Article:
This is a reading of the classic American novel Moby-Dick, as interpreted by Jack Pendarvis. To embark at the beginning, please click here.
Uh, I’m old. I work with—mostly with people who could be my children. If I thought about it, which I don’t. Well, I guess I do. [Laughter.] But, uh, it didn’t occ—but, uh, they let things slip about old people a lot. Uh, I get to hear what people think about old people, because sometimes I guess they forget… I don’t know. It’s not that I seem especially youthful. It’s just that we’re together so much, and we talk so much—our—my whole job is talking. I write—I’m writing on a television show, so we talk. That’s what we do for a living! Mostly. I mean, the, the typing is incidental, practically.
And… so I hear what people think about old people. Things that old people don’t know. Well, Melville seems to have a grasp on it. The restlessness, the… uh… brooding, and Ahab gets up and, you know, sss—why sleep at night? Ehkwuhrrh. Why sleep at night anymore, even if your body would allow it?
Okay. Let’s not get into the obvious.
So, anyway, Captain Ahab likes to get up at night. [Throat clearing.]
As I blather on, I think to myself [sung]: “What a wonderful world.”
I sang that. Uh, that’s not what I think to myself. That was a song lyric. God bless us, every one.
What was I gonna say? Well, I guess I was gonna say that, uh, this project, in which we are now engaged, if we play our cards right could end up being longer than Moby-Dick! Let’s go for it. Maybe that’s a goal. Easily achieved. It takes so much longer to talk about something than…
I’m reminded of Schumann, I believe it was. It could have been Schubert. It seems more like Schumann, because he… you know, thought ghosts were whispering in his ears.
He played—he played some piece of his, some… fragment. Some of his pieces are fragmentary in a beautiful way. And someone in the concert audience asked him… what it meant. And he sat down and played it again. That’s what I… remember reading. So, in other words… what the… concertgoer wanted was the kind of gibberish that I’m… gurgling out right now.
Well, I’m a bad person.
[An even longer pause.]
See? We haven’t even gotten to the—okay. Ahab can’t sleep at night. And these nights are enchanting, and, uh, they’re memorably described by Melville as being like a b—heaping bowl of Persian sherbet. I’m not… doing the description justice. Rosewa—snow flavored with rosewater. Uhhhh, warm… warming, wait. Mm. [Laughter.] Forget I said anything.
Here comes Ahab!
Thump, thump, thump. That’s his ivory leg thumping on the… deck. He just can’t sit still these nights!
Stubb, who you’ll remember I described as Danny DeVito, pops up from… you know, wherever people pop up from. On ships. Below decks. Like the Penguin popping up from a sewer manhole in Batman Returns [wheezing laughter].
And he’s like, “Hey, can you please keep it down? Uh, normal people that aren’t old are trying to sleep! And you’re thumpin’ arou—hey. And this is just a… an idea, but you could get, like, some, I don’t know, a cushion or somethin’ and strap it to that thing, and it wouldn’t make so much… noise. I’m just sayin’.”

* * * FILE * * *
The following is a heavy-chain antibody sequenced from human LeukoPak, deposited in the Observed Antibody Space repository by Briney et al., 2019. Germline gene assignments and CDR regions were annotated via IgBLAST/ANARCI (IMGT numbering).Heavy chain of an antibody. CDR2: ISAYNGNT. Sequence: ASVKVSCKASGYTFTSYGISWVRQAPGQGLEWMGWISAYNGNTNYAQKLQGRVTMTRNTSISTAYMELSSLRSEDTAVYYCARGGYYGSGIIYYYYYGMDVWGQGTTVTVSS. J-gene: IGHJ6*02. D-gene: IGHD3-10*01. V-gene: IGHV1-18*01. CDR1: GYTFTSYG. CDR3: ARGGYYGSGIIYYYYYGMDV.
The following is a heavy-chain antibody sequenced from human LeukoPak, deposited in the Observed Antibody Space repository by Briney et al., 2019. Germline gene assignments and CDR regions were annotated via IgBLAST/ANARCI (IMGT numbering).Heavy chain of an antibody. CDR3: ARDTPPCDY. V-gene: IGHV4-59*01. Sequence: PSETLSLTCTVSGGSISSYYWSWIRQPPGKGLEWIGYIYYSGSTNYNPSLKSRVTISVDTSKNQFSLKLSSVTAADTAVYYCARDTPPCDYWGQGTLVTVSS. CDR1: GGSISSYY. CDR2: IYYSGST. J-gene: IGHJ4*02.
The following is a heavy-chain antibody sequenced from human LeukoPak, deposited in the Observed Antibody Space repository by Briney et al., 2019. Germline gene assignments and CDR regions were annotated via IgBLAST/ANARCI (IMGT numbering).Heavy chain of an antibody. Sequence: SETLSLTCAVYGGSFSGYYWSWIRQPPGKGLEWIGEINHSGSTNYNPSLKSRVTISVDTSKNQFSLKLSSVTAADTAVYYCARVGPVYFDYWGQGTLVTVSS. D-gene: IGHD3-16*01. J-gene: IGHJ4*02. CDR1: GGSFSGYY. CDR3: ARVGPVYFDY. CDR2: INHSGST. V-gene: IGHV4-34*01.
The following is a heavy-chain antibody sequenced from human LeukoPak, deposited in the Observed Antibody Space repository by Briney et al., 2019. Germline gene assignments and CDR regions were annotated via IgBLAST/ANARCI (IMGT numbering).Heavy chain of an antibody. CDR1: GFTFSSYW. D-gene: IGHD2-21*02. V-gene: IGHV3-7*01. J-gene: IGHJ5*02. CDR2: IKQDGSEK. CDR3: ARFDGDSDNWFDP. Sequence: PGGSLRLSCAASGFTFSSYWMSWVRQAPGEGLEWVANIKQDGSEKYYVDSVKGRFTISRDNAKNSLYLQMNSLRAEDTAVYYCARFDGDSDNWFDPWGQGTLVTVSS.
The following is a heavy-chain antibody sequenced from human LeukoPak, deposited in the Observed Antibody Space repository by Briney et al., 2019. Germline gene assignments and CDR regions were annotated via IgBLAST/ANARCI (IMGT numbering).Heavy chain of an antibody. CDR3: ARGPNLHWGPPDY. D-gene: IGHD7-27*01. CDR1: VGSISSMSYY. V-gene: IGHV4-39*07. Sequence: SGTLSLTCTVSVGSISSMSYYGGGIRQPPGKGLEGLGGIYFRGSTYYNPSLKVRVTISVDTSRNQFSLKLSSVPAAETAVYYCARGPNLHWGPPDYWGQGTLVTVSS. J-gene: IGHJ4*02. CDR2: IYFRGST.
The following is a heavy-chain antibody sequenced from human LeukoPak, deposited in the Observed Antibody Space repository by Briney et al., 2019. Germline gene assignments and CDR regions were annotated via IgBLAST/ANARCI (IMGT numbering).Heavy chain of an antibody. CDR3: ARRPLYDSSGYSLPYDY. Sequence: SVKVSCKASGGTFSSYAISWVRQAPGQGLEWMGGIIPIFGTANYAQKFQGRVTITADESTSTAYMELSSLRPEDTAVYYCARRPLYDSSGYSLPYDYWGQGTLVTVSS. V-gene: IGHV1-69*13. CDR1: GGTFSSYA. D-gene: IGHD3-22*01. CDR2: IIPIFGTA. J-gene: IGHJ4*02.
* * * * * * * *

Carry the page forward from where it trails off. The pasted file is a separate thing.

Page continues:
And Ahab replies, you know, “Fuck you! You dog. Why don’t you go back in your kennel, Bowser?”
[Sickly, wheezing laughter.]
And Stubb is like, “Nobody talks to me that way!” And…
And I found that kind of surprising! It—was that normal? Stubb’s the… what is he? The second mate? And h—can he really ta—I guess he can. He does it. Stubb’s… remember, he’s Danny DeVito, so… he’s like… he’s a young Danny DeVito because… for our purposes. Because old people are bad.
Anyway, Ahab’s like, “Get down—I’ll give you a… kick, you dirty…”
And then, uh, Danny DeVito retreats. Uh, and mutters to himself. And here we get. I mean, it’s a long soliloquy. And am I to believe that Ishmael was, uh, just happened to be, uhhh… no! I think not. And I don’t think Melville cares. But I think Ishmael’s… uhhh, traveling… he’s—d—having some astral projection happening, and he’s, like, you know, privy—I believe I used that word earlier.
[Very liquid sniff.]
Privy to Stubb’s… now, it could well be that Stubb just talks out loud to himself. Look, I do it every day. But… you know, he’s like, “Grrrr. Grrrrrrrr!”
[Throat clearing. Exhalation.]
“Old Ahab, he’s just an old man. He’s like… he’s… what’s wrong with him? He’s… must have a conscience! That’s what it is. I’ve heard of those. I don’t want to catch it! Sounds like a disease. Uhhh… eh, this guy that goes in to, uh, take care of his… bunk says every… every morning his covers are all wadded up and… the… it’s just like a crazy thrashing animal was, was in them. And that the bed is… hot! The hammock is burning up hot to the touch. A hot old man! A hot old man!”
I do believe that’s a quotation. Uhh, he… he refers to Ahab as a “hot old man.”
Therurrhurhurh, seems to be a wonder. I guess you would think of old men being cold and their circulation… being… poor.
And so… surly Stubb. Portrayed by Danny DeVito. I don’t know. Late eighties Danny DeVito? Maybe?
Mutters his way into our hearts.
[Laughter. Recording ends.]
Jack Pendarvis is a writer who lives in Oxford, Mississippi. In this weekly transcription, we join him as he reads Moby-Dick. Please read along here, if you like (highly recommended).